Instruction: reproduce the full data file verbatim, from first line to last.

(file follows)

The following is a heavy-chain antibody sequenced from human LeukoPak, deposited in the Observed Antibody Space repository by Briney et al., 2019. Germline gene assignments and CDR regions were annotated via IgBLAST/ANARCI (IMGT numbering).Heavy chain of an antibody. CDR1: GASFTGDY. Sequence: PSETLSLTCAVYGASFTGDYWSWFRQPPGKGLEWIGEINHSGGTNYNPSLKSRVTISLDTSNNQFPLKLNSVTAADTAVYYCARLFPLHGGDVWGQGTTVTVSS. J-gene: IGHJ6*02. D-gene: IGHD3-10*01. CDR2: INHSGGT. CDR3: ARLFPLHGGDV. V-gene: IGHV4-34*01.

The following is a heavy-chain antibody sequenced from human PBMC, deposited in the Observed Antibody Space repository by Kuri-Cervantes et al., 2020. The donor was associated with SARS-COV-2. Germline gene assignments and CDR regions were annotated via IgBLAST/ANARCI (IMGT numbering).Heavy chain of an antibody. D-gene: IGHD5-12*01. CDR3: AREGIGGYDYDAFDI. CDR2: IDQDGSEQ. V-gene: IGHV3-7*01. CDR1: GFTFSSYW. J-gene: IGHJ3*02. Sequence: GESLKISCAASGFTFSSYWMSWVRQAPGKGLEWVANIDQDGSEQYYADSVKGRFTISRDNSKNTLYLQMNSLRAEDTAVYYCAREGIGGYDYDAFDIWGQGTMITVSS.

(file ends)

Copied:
The following is a heavy-chain antibody sequenced from human LeukoPak, deposited in the Observed Antibody Space repository by Briney et al., 2019. Germline gene assignments and CDR regions were annotated via IgBLAST/ANARCI (IMGT numbering).Heavy chain of an antibody. CDR1: GASFTGDY. Sequence: PSETLSLTCAVYGASFTGDYWSWFRQPPGKGLEWIGEINHSGGTNYNPSLKSRVTISLDTSNNQFPLKLNSVTAADTAVYYCARLFPLHGGDVWGQGTTVTVSS. J-gene: IGHJ6*02. D-gene: IGHD3-10*01. CDR2: INHSGGT. CDR3: ARLFPLHGGDV. V-gene: IGHV4-34*01.

The following is a heavy-chain antibody sequenced from human PBMC, deposited in the Observed Antibody Space repository by Kuri-Cervantes et al., 2020. The donor was associated with SARS-COV-2. Germline gene assignments and CDR regions were annotated via IgBLAST/ANARCI (IMGT numbering).Heavy chain of an antibody. D-gene: IGHD5-12*01. CDR3: AREGIGGYDYDAFDI. CDR2: IDQDGSEQ. V-gene: IGHV3-7*01. CDR1: GFTFSSYW. J-gene: IGHJ3*02. Sequence: GESLKISCAASGFTFSSYWMSWVRQAPGKGLEWVANIDQDGSEQYYADSVKGRFTISRDNSKNTLYLQMNSLRAEDTAVYYCAREGIGGYDYDAFDIWGQGTMITVSS.